Strengths and limitations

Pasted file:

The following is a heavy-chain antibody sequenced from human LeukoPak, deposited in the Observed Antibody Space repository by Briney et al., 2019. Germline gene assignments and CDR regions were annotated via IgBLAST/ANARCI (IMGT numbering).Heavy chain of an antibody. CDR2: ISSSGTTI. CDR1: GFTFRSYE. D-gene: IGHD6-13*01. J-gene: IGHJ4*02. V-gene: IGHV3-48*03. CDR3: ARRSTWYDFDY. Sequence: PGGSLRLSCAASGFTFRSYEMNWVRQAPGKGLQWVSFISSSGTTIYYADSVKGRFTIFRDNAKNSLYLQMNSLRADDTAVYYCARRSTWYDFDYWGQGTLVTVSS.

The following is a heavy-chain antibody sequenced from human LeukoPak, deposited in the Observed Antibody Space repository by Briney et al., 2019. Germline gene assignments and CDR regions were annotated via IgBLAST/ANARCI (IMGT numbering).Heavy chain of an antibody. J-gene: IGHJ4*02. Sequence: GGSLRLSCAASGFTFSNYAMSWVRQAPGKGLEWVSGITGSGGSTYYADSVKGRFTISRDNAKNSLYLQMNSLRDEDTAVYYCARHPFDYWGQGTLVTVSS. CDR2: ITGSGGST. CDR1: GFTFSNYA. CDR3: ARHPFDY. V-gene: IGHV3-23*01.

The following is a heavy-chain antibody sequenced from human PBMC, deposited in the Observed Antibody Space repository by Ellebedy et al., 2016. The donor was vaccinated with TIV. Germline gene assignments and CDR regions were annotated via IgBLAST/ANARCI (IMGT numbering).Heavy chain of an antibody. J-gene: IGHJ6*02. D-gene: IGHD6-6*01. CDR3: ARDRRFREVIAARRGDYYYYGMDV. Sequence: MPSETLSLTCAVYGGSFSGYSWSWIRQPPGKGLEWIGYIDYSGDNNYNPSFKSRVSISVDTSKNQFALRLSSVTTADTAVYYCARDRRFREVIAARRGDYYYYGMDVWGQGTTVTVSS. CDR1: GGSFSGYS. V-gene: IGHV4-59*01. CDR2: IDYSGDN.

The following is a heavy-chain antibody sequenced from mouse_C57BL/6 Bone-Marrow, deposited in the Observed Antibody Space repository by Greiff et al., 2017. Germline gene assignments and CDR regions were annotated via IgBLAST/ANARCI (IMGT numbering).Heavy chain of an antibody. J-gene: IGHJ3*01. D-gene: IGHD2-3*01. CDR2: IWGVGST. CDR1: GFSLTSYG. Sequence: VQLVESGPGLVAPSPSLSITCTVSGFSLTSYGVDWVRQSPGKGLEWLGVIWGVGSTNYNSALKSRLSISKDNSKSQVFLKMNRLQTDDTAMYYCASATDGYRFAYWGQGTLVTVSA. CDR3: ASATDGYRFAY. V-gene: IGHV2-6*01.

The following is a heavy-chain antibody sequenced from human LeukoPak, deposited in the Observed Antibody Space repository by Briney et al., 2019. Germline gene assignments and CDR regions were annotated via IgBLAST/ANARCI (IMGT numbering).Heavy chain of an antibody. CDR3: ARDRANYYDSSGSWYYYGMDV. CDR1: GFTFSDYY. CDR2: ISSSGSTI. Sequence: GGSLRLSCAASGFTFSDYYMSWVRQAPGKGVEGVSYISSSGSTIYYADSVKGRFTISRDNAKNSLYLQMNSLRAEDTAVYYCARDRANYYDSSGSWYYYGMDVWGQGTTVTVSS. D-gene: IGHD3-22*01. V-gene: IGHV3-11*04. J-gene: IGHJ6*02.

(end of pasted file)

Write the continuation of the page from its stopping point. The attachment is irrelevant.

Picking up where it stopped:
The present paper uses data from the Census of India, which collects self-reported and symptom based data on disability in congruence with the medical model of disability. The study design is unable to control the reporting bias that may be present in the data. Though subjectivity of diagnosis of disability remains in doubt, the Census data on disability has several advantages. It is readily available, enumerates the entire population, comparable over time and reliable as it directs trained enumerators to collect data based on detailed definitions considering physical, intellectual or bodily dysfunction. Sample surveys providing data on disability are often incomparable across the surveys, irregular and subjected to sampling errors. The disability indicators were estimated using the total population in 2001 and 2011 to tackle definitional changes. This helped to reduce errors associated with sample surveys. Disability is often associated with stigma, shame, and discrimination. It is common to avoid and marginalize persons with disability in public places [41]. The stigma attached to a disability may lead to under-reporting during enumeration, especially among females. The present study, however, provides an insight into the growing disability burden in India through the demographic lens. The life table assumptions hold valid in the calculation of the LE, the DFLE, and the LLD. Along with the life table assumptions, we also assume that age-specific disability prevalence is constant over time. Under these assumptions, Sullivan’s method is found to provide unbiased and consistent estimates [42]. This assumption is not very unrealistic considering that the growth rate of disability in various age-groups is not very drastic yet. The disability proportions were categorized into ten-year age groups. For the purpose of this study, the proportions were equally weighted and divided into five-year age groups. Aggregate disability was taken into account, thereby limiting the study from exploring the burden of different types of disability. The inconsistency of economic, social, and political structures in the different regions of India poses a challenge in the accurate estimation of the LE and the DFLE. The data on disability is limited. The most recent data on disability is found in the Census of India, 2011. However, this data does not specify whether the disability reported is a permanent one or one that can be rectified through medical attention. This study used the Sullivan method to estimate the DFLE, conditional on the assumption that the disabilities reported are permanent in nature. This paper classifies the states on different fertility level as a measure of development. Many states with the same level of fertility have different health infrastructure and parameters. We are limited to include various health indicators like development parameters and infrastructures in this research, however, it can be further extended in future research to measure the association with disability burden.